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Front Cell Neurosci. 2016 Apr 28;10:103. doi: 10.3389/fncel.2016.00103. eCollection 2016.

Retinal Remodeling and Metabolic Alterations in Human AMD.

Author information

1
Department of Ophthalmology, Moran Eye Center, University of Utah Salt Lake City, UT, USA.
2
Department of Ophthalmology, Moran Eye Center, University of UtahSalt Lake City, UT, USA; Interdepartmental Program in Neuroscience, University of UtahSalt Lake City, UT, USA.
3
Department of Ophthalmology, University of California, Davis Davis, CA, USA.

Abstract

Age-related macular degeneration (AMD) is a progressive retinal degeneration resulting in central visual field loss, ultimately causing debilitating blindness. AMD affects 18% of Americans from 65 to 74, 30% older than 74 years of age and is the leading cause of severe vision loss and blindness in Western populations. While many genetic and environmental risk factors are known for AMD, we currently know less about the mechanisms mediating disease progression. The pathways and mechanisms through which genetic and non-genetic risk factors modulate development of AMD pathogenesis remain largely unexplored. Moreover, current treatment for AMD is palliative and limited to wet/exudative forms. Retina is a complex, heterocellular tissue and most retinal cell classes are impacted or altered in AMD. Defining disease and stage-specific cytoarchitectural and metabolic responses in AMD is critical for highlighting targets for intervention. The goal of this article is to illustrate cell types impacted in AMD and demonstrate the implications of those changes, likely beginning in the retinal pigment epithelium (RPE), for remodeling of the the neural retina. Tracking heterocellular responses in disease progression is best achieved with computational molecular phenotyping (CMP), a tool that enables acquisition of a small molecule fingerprint for every cell in the retina. CMP uncovered critical cellular and molecular pathologies (remodeling and reprogramming) in progressive retinal degenerations such as retinitis pigmentosa (RP). We now applied these approaches to normal human and AMD tissues mapping progression of cellular and molecular changes in AMD retinas, including late-stage forms of the disease.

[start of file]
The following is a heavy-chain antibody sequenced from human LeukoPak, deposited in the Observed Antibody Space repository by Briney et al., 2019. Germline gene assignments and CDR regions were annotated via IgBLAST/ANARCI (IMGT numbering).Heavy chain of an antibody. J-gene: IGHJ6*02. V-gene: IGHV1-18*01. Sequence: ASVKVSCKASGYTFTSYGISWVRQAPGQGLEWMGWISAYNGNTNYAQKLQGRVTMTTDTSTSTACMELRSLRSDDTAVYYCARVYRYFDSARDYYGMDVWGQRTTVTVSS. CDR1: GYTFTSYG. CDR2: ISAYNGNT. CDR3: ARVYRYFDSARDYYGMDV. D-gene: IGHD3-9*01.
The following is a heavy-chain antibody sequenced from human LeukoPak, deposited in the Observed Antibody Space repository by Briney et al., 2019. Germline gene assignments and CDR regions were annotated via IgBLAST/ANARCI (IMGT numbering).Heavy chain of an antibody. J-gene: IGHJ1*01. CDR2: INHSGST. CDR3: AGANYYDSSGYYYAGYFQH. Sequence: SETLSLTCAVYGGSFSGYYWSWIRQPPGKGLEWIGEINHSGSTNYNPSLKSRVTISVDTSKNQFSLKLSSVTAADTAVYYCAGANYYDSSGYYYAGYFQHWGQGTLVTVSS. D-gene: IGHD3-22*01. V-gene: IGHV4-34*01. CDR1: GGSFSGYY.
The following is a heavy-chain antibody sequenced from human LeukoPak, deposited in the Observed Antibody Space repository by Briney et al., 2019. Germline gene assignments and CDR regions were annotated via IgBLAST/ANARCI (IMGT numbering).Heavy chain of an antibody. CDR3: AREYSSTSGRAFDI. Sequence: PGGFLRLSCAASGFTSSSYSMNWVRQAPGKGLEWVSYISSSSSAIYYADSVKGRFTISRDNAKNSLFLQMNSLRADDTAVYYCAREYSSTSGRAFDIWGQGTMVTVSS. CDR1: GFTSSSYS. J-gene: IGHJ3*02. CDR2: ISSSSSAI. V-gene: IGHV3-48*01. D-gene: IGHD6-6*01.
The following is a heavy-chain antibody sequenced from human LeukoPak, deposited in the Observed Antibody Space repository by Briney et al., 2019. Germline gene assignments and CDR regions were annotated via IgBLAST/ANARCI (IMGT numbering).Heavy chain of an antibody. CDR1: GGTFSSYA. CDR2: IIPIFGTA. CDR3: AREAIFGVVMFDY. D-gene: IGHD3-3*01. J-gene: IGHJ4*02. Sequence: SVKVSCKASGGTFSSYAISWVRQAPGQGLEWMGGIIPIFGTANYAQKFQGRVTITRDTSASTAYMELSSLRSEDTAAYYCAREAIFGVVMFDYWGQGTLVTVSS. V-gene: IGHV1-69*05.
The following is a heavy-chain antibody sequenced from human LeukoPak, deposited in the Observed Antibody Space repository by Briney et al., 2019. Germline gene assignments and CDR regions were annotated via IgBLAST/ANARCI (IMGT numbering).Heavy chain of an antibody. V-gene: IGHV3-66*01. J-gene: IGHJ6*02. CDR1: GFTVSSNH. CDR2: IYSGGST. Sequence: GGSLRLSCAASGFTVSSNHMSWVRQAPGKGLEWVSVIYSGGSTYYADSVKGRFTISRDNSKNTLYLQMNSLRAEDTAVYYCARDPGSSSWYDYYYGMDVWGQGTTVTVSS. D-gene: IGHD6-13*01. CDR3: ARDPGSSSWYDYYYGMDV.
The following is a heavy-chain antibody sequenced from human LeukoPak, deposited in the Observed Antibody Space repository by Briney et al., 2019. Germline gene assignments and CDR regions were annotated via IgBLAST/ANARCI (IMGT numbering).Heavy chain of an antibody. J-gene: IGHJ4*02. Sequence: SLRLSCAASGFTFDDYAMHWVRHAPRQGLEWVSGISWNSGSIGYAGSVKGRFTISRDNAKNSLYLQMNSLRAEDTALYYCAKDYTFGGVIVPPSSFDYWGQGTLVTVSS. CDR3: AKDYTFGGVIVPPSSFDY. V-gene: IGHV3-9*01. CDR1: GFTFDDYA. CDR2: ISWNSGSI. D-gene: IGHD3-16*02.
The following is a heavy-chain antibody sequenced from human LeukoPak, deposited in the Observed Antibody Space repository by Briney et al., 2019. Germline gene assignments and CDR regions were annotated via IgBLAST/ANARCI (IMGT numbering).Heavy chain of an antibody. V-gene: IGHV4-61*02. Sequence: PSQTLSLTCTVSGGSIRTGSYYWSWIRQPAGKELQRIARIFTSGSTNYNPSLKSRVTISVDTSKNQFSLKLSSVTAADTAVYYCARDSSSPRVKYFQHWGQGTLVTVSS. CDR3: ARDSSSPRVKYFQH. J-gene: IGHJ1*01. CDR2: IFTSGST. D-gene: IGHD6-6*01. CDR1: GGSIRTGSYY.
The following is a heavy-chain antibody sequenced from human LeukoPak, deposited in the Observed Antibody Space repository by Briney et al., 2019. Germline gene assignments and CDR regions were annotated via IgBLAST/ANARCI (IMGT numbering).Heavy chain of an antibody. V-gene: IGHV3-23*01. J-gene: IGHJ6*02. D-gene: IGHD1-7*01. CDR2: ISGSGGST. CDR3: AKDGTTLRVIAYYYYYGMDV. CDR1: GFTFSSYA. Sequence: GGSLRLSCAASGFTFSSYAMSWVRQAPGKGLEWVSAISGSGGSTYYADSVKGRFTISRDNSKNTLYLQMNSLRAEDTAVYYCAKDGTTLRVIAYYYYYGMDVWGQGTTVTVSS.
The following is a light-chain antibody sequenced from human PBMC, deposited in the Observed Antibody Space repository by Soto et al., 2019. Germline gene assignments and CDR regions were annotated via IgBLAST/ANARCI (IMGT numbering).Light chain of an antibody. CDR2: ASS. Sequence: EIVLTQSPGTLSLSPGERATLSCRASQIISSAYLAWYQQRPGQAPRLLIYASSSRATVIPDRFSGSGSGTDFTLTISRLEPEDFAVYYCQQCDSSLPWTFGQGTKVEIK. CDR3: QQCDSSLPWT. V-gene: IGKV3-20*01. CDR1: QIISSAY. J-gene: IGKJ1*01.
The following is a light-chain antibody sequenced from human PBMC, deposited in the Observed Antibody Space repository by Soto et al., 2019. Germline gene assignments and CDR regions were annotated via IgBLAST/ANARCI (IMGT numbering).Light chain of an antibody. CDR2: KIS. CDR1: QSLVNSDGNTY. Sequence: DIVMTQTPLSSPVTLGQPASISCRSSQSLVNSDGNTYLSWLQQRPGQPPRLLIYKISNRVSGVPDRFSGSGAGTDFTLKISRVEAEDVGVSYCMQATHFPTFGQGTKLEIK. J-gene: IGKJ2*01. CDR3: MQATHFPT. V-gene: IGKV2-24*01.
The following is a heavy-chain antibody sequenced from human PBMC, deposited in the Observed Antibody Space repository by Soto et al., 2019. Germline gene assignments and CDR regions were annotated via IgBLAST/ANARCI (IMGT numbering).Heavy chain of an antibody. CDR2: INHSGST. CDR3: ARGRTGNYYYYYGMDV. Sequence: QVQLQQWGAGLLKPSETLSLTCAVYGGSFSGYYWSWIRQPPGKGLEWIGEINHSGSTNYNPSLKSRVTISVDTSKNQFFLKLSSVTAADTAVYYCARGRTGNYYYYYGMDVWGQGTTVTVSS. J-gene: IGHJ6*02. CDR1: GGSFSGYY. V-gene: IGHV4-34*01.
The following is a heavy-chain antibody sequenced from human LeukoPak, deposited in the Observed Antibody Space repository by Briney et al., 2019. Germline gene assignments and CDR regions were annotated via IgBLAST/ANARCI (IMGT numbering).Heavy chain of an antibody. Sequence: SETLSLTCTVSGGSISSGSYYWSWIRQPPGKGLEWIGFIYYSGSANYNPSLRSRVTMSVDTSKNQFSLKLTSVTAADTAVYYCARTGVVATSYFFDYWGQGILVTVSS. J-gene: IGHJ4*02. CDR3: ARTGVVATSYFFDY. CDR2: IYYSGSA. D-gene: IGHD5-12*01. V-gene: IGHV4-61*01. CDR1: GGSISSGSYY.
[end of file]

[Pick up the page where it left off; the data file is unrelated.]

KEYWORDS:

Müller cell; age-related macular degeneration (AMD); computational molecular phenotyping (CMP); neural remodeling; photoreceptor; retina; retinal pigment epithelium (RPE); retinal remodeling

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